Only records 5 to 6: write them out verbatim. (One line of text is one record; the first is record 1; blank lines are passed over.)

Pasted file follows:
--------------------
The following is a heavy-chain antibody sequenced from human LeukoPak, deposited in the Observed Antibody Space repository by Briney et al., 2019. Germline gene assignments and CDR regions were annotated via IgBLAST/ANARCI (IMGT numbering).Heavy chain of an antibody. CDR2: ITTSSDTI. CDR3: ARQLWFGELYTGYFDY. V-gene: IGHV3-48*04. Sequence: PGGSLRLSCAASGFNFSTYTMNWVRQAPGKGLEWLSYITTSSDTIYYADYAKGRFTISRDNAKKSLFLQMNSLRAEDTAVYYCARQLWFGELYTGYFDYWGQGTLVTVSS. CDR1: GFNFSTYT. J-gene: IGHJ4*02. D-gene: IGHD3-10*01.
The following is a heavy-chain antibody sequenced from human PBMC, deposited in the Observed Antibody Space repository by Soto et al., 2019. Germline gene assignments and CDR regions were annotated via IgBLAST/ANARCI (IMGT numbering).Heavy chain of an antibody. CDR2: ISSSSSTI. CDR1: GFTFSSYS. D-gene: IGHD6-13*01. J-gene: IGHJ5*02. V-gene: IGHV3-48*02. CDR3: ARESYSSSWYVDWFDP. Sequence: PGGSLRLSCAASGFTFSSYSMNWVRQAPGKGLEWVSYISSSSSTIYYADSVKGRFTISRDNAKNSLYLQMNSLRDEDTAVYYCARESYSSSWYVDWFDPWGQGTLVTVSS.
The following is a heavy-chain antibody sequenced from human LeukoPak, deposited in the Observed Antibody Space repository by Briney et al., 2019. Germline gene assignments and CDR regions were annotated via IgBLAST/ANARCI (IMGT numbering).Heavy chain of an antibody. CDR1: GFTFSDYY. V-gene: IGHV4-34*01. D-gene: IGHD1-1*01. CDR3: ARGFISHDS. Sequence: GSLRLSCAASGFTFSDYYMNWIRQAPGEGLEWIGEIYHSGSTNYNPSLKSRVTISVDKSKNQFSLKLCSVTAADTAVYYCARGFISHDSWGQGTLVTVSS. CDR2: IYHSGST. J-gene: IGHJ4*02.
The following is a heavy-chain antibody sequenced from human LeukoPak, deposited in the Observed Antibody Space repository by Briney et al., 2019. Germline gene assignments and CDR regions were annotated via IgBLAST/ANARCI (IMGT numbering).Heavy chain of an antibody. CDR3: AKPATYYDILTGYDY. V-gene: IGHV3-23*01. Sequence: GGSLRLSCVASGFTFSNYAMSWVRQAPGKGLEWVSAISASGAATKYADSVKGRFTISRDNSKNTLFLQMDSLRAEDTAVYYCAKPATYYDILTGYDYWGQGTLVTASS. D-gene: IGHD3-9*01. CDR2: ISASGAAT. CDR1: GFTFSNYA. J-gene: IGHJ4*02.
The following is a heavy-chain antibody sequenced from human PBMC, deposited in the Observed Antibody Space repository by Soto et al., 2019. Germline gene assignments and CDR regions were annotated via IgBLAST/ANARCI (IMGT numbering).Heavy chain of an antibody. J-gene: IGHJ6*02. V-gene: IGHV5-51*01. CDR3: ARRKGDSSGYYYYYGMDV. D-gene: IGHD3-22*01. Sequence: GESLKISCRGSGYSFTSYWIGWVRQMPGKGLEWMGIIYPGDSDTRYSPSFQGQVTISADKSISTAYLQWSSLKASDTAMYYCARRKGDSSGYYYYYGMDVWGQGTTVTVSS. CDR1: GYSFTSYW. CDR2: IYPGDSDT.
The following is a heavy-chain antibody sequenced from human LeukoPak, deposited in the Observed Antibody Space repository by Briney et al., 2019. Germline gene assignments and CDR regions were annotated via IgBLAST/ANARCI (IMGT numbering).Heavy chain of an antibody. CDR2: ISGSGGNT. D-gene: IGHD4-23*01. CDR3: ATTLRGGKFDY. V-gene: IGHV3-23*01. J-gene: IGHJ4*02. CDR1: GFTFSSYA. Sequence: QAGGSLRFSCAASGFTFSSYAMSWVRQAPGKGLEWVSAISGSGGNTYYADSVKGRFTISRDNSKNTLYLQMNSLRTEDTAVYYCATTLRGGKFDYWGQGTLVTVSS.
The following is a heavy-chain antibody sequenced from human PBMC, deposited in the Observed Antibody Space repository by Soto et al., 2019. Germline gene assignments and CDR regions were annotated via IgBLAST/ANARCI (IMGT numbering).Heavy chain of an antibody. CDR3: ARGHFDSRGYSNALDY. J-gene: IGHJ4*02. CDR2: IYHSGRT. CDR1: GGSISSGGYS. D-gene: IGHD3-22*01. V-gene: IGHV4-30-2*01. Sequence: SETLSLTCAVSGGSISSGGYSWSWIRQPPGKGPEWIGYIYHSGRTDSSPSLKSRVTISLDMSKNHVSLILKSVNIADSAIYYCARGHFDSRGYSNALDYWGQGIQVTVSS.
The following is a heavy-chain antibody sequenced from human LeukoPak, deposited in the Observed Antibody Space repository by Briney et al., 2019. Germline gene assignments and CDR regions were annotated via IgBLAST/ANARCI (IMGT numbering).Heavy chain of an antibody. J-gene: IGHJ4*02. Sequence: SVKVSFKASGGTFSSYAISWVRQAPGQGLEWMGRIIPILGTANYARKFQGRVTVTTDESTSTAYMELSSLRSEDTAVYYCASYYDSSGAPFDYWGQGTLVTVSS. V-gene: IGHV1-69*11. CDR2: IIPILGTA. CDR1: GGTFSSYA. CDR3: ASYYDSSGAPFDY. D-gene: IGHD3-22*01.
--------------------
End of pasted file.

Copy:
The following is a heavy-chain antibody sequenced from human PBMC, deposited in the Observed Antibody Space repository by Soto et al., 2019. Germline gene assignments and CDR regions were annotated via IgBLAST/ANARCI (IMGT numbering).Heavy chain of an antibody. J-gene: IGHJ6*02. V-gene: IGHV5-51*01. CDR3: ARRKGDSSGYYYYYGMDV. D-gene: IGHD3-22*01. Sequence: GESLKISCRGSGYSFTSYWIGWVRQMPGKGLEWMGIIYPGDSDTRYSPSFQGQVTISADKSISTAYLQWSSLKASDTAMYYCARRKGDSSGYYYYYGMDVWGQGTTVTVSS. CDR1: GYSFTSYW. CDR2: IYPGDSDT.
The following is a heavy-chain antibody sequenced from human LeukoPak, deposited in the Observed Antibody Space repository by Briney et al., 2019. Germline gene assignments and CDR regions were annotated via IgBLAST/ANARCI (IMGT numbering).Heavy chain of an antibody. CDR2: ISGSGGNT. D-gene: IGHD4-23*01. CDR3: ATTLRGGKFDY. V-gene: IGHV3-23*01. J-gene: IGHJ4*02. CDR1: GFTFSSYA. Sequence: QAGGSLRFSCAASGFTFSSYAMSWVRQAPGKGLEWVSAISGSGGNTYYADSVKGRFTISRDNSKNTLYLQMNSLRTEDTAVYYCATTLRGGKFDYWGQGTLVTVSS.